Greenpeace Farming Plan Would Reap Environmental Havoc around the World

Published March 1, 2008

A new report from Greenpeace International, Cool Farming, includes organic farming recommendations that would impose severe hunger on half the world’s humans or force the clearing of the world’s remaining forests to plant more low-yield crops.

The report was released on January 8, around the same time Arcadia Biosciences of Davis, California announced a set of new genetically engineered seed varieties that will radically reduce greenhouse gas emissions and water pollution from world crop production.

Reduces Nitrogen Use

Growers of Arcadia’s new rice will need only half as much nitrogen fertilizer, and virtually all the nitrogen applied will be taken up by the plants.

Arcadia is working with a Chinese province (Ningxia) to offer United Nations-approved carbon offsets for encouraging Chinese farmers to plant Arcadia’s new nitrogen-efficient biotech rice seeds.

The world uses 80 million tons of industrial nitrogen per year, and the crops typically take up only half of it. The rest may leach into streams or go into the air as nitrous oxide, a greenhouse gas 300 times as potent as carbon dioxide (CO2).

In rice alone, the new seed variety could ultimately prevent emission of 100 million tons per year of nitrous oxide. It also will eliminate any problem with nitrogen polluting waterways and slash by half the natural gas needed in fertilizer production.

Greenpeace Opposes

Ultimately, most of the world’s crops may be made similarly nitrogen-efficient. Arcadia already has begun transformations for nitrogen-efficient wheat, sugar beets, and canola. Corn varieties already have doubled in nitrogen efficiency and weed and pest control in recent years, thanks to hybrid seeds, and Arcadia’s new technology promises further gains in nitrogen efficiency for corn.

These genetically modified seeds will make high-yield farming far more environmentally friendly than organic farming.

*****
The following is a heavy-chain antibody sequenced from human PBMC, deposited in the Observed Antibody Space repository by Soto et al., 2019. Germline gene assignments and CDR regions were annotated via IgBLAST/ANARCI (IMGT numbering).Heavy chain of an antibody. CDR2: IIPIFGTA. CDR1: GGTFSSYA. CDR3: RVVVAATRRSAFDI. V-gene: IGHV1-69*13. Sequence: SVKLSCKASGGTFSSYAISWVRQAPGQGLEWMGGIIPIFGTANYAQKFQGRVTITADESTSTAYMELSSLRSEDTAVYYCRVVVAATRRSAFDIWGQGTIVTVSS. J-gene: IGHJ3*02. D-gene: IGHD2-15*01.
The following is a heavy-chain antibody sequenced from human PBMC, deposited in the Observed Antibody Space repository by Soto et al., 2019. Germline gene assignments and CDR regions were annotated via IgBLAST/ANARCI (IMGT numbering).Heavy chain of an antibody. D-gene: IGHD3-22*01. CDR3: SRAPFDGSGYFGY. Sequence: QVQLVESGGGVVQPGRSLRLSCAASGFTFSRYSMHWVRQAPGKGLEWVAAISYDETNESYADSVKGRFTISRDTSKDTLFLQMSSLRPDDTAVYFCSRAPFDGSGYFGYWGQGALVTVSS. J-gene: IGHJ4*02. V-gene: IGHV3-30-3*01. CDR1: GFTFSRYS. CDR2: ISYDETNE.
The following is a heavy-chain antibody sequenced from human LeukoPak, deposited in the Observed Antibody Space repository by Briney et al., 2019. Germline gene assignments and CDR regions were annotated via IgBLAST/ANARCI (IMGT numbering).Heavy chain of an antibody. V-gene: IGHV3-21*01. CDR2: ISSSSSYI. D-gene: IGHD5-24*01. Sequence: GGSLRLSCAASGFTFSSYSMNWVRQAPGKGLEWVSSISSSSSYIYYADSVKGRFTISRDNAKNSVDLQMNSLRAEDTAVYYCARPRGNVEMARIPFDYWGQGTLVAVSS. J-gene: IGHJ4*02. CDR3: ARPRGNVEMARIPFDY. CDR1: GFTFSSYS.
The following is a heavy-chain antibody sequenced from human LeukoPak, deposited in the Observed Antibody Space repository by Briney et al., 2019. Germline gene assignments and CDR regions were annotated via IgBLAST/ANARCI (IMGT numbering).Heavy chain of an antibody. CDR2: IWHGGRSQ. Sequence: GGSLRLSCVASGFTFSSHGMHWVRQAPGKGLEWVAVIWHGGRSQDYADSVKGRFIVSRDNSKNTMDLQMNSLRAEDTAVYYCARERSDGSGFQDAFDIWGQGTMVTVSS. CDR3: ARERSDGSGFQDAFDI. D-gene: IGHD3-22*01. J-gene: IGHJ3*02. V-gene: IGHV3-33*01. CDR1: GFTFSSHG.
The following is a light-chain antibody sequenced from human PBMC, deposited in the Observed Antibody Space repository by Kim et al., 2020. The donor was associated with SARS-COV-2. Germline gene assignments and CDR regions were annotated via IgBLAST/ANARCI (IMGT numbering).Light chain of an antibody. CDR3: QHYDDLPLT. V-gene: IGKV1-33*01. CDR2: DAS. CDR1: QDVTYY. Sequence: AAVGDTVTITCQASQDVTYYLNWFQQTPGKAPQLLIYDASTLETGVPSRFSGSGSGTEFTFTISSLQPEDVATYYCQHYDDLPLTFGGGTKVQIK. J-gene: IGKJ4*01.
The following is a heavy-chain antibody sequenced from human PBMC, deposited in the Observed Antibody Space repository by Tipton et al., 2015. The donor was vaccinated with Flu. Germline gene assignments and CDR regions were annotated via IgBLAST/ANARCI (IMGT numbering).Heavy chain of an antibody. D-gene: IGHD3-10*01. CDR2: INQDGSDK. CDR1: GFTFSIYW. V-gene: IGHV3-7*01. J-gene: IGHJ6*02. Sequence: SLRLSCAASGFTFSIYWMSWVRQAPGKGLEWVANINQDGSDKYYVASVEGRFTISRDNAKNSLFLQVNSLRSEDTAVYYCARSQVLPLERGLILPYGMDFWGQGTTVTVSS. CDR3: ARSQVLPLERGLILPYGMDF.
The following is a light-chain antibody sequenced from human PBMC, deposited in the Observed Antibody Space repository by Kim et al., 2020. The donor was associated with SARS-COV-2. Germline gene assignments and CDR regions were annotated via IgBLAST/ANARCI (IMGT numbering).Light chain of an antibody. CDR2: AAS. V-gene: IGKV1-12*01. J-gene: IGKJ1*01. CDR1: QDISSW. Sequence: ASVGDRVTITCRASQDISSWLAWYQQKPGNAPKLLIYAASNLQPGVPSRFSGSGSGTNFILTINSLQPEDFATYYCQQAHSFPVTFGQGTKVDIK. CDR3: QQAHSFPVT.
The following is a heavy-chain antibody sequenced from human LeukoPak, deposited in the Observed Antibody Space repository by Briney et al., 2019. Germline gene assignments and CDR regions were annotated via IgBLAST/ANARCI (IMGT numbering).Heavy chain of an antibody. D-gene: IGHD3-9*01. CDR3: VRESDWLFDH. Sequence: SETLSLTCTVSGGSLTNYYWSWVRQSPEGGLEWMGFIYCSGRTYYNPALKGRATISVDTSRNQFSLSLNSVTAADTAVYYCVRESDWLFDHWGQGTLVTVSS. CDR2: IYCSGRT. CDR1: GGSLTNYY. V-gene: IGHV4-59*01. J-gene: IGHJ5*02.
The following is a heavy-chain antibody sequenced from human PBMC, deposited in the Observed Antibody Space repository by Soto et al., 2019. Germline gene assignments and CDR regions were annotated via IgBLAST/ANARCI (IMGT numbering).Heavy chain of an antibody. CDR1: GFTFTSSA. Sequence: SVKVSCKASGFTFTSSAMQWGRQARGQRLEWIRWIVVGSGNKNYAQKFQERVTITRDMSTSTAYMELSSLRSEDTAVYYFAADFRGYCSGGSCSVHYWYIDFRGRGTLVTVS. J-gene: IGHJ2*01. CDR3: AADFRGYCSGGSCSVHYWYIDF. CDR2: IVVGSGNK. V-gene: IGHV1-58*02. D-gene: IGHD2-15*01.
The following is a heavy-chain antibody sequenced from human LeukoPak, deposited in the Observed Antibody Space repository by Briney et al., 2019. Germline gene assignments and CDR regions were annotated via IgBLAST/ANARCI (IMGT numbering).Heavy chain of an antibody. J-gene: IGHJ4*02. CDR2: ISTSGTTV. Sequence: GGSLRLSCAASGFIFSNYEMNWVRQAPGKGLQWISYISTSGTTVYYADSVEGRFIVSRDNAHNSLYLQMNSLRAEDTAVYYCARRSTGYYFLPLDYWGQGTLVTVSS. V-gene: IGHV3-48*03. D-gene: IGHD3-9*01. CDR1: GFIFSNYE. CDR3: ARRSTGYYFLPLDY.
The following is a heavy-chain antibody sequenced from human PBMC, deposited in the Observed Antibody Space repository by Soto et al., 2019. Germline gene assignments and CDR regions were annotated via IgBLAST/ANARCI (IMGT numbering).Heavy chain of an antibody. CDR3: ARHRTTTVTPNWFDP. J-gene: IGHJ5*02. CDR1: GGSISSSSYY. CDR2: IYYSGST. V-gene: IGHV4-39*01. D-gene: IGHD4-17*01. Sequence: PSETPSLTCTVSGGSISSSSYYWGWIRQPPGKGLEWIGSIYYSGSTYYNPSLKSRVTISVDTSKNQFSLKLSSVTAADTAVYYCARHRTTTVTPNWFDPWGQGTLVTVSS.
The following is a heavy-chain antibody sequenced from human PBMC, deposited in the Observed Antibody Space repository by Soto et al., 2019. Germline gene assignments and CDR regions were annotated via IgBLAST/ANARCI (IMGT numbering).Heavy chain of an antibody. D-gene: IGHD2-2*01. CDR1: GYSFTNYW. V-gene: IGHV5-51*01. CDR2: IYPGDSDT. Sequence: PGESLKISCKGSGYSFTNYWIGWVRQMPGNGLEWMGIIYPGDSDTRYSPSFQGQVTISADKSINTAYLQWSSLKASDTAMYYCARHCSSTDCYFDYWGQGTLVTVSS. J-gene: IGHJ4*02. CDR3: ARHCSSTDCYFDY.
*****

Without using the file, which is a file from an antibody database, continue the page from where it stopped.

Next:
Greenpeace, of course, has long and loudly opposed biotechnology in agriculture, claiming it is not safe for the environment.

Low Yields from Organic

The biggest problem with Greenpeace’s organic “cool farming” remains its low yields per acre. Turning exclusively to organic farming would yield half as much food, produced less sustainably, after plowing down most of the world’s current wildlands.

Organic farmers refuse to use nitrogen fertilizer. Instead, they use cattle manure or green-manure crops such as clover to replace the soil nitrogen taken up by crops. Both approaches require large amounts of additional land.

Replacing the current annual use of 80 million tons of nitrogen fertilizer with cattle manure would require another five to seven billion cattle–and another 25 to 35 billion acres of forage to feed them. Green-manure crops can sometimes be effective, but most farmers find they take field space, soil nutrients, sunshine, and moisture away from the food and feed crops.

Greenpeace’s organic demands are even less feasible in light of the organization’s opposition to cattle confinement and beef cattle growth regulators, as these practices use two-thirds less cropland per pound of beef produced and the cattle emit 40 percent less greenhouse gas than cattle “organically raised” on pasture.

UN Rejects Organic Farming

The United Nations Food and Agriculture Organization (FAO) has weighed in heavily against organic farming. “FAO has no reason to believe that organic agriculture can substitute for conventional farming systems in ensuring the world’s food security,” FAO said in a December news release.

FAO Director-general Jacques Diouf said, “You cannot feed 6 billion people today and 9 billion people in 2050 without the judicious use of chemical fertilizers.”

Dennis T. Avery ([email protected]) is a senior fellow for the Hudson Institute in Washington, DC and director of the Center for Global Food Issues. ( He was formerly a senior analyst for the U.S. Department of State. Readers may write him at P.O. Box 202, Churchville, VA 24421.